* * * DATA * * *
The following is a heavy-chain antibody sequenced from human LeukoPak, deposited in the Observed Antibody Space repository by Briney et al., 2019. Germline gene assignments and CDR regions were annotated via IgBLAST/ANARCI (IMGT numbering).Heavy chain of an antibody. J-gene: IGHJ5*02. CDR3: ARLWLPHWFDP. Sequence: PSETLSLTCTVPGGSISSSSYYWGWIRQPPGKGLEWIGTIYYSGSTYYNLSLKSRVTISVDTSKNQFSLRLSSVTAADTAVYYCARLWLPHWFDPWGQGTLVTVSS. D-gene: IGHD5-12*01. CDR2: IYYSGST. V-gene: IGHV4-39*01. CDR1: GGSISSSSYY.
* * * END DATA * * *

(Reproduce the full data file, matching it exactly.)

The following is a heavy-chain antibody sequenced from human LeukoPak, deposited in the Observed Antibody Space repository by Briney et al., 2019. Germline gene assignments and CDR regions were annotated via IgBLAST/ANARCI (IMGT numbering).Heavy chain of an antibody. J-gene: IGHJ5*02. CDR3: ARLWLPHWFDP. Sequence: PSETLSLTCTVPGGSISSSSYYWGWIRQPPGKGLEWIGTIYYSGSTYYNLSLKSRVTISVDTSKNQFSLRLSSVTAADTAVYYCARLWLPHWFDPWGQGTLVTVSS. D-gene: IGHD5-12*01. CDR2: IYYSGST. V-gene: IGHV4-39*01. CDR1: GGSISSSSYY.